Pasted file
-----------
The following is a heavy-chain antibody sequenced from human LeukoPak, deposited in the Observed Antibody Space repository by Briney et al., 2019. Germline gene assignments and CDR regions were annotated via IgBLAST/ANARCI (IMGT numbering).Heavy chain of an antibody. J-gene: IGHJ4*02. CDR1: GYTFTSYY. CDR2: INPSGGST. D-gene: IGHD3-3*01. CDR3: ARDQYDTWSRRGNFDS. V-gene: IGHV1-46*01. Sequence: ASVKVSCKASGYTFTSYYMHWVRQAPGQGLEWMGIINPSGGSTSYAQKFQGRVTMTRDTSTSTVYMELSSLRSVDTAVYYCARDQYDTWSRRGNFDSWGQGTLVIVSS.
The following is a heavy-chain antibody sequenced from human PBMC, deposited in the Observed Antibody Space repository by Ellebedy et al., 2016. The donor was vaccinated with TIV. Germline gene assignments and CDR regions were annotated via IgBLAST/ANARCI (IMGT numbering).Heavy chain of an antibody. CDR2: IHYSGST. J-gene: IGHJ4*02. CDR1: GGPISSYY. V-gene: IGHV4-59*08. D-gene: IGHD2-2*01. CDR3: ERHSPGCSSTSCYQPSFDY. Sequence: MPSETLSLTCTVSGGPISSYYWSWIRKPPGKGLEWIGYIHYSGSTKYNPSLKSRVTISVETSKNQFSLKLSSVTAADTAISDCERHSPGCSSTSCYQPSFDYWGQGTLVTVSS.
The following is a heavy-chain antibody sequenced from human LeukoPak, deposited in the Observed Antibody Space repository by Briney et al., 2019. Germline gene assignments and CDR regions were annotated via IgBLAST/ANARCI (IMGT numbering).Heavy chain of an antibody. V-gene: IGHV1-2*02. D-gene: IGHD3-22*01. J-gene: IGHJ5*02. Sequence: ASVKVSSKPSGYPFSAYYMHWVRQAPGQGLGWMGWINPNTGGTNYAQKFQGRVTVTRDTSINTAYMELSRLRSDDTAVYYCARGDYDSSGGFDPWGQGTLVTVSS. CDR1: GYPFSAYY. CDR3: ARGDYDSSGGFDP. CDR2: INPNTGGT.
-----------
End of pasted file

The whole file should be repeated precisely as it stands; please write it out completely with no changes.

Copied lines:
The following is a heavy-chain antibody sequenced from human LeukoPak, deposited in the Observed Antibody Space repository by Briney et al., 2019. Germline gene assignments and CDR regions were annotated via IgBLAST/ANARCI (IMGT numbering).Heavy chain of an antibody. J-gene: IGHJ4*02. CDR1: GYTFTSYY. CDR2: INPSGGST. D-gene: IGHD3-3*01. CDR3: ARDQYDTWSRRGNFDS. V-gene: IGHV1-46*01. Sequence: ASVKVSCKASGYTFTSYYMHWVRQAPGQGLEWMGIINPSGGSTSYAQKFQGRVTMTRDTSTSTVYMELSSLRSVDTAVYYCARDQYDTWSRRGNFDSWGQGTLVIVSS.
The following is a heavy-chain antibody sequenced from human PBMC, deposited in the Observed Antibody Space repository by Ellebedy et al., 2016. The donor was vaccinated with TIV. Germline gene assignments and CDR regions were annotated via IgBLAST/ANARCI (IMGT numbering).Heavy chain of an antibody. CDR2: IHYSGST. J-gene: IGHJ4*02. CDR1: GGPISSYY. V-gene: IGHV4-59*08. D-gene: IGHD2-2*01. CDR3: ERHSPGCSSTSCYQPSFDY. Sequence: MPSETLSLTCTVSGGPISSYYWSWIRKPPGKGLEWIGYIHYSGSTKYNPSLKSRVTISVETSKNQFSLKLSSVTAADTAISDCERHSPGCSSTSCYQPSFDYWGQGTLVTVSS.
The following is a heavy-chain antibody sequenced from human LeukoPak, deposited in the Observed Antibody Space repository by Briney et al., 2019. Germline gene assignments and CDR regions were annotated via IgBLAST/ANARCI (IMGT numbering).Heavy chain of an antibody. V-gene: IGHV1-2*02. D-gene: IGHD3-22*01. J-gene: IGHJ5*02. Sequence: ASVKVSSKPSGYPFSAYYMHWVRQAPGQGLGWMGWINPNTGGTNYAQKFQGRVTVTRDTSINTAYMELSRLRSDDTAVYYCARGDYDSSGGFDPWGQGTLVTVSS. CDR1: GYPFSAYY. CDR3: ARGDYDSSGGFDP. CDR2: INPNTGGT.